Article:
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tv   Bulls and Bears  FOX News  November 19, 2011 7:00am-7:30am PST

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he's running away because he doesn't want to be on camera. >> alisyn: romeo! where fore art thou romeo. >> clayton: there he is. we'll have more on the after the show show. he's leaving us and he brings a smile to our face every day. thanks. >> tick, tick, tick, is that the sound of the clock counting down for the super committee? or for the economic bomb to blow up if they punt until after the election? >> that's 18 months from now. and that -- that's bull [beep]. that's the answer is 18 months from now we maybe get something done? >> is he right? would no deal be a bad deal for job creators? hi, everyone, i'm brenda buttner. this is "bulls & bears." let's get right to it. the bulls & bears this week, gary b. smith, jonas max ferris along with john thomas, financial ceo tom belisis, scott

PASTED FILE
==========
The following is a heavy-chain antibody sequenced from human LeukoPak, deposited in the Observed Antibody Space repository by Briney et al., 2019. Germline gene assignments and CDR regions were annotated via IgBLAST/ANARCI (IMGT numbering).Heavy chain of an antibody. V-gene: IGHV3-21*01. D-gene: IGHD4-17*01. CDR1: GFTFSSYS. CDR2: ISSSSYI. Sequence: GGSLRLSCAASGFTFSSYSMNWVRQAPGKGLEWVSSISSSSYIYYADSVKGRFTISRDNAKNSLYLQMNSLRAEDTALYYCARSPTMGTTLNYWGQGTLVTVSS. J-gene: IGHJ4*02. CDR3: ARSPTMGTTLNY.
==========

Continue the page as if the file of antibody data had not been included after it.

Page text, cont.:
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martin from accent asset management and democratic media consultant steve murphy. welcome to everybody. tom, no deal, a b. s. deal for jobs? >> i agree. i mean, these cuts that take place in 18 months are a budget b. s. it's a budget crap. you have to make these cuts now and they have to stop messing around and put an end to the uncertainty on america's economic future and the job creators right now. they have to make the cuts. no one is going to be happy but it's their job and responsibility for the future of this country to make the tough decisions even if it's not the right ones. >> i don't know, jonas, you're smiling. that may be because you're in miami or maybe because you're disagreeing with tom. >> some cuts are better than no cuts. i actually like severe, serious cuts which is the penalty for no action and they kick in later as would the tax increases if there's no action and that's actually kind of good because the economy is not so great right now. and it can't handle either tax increases or major spending cuts which is what they're supposed to be doing if they get together and agree so this could work as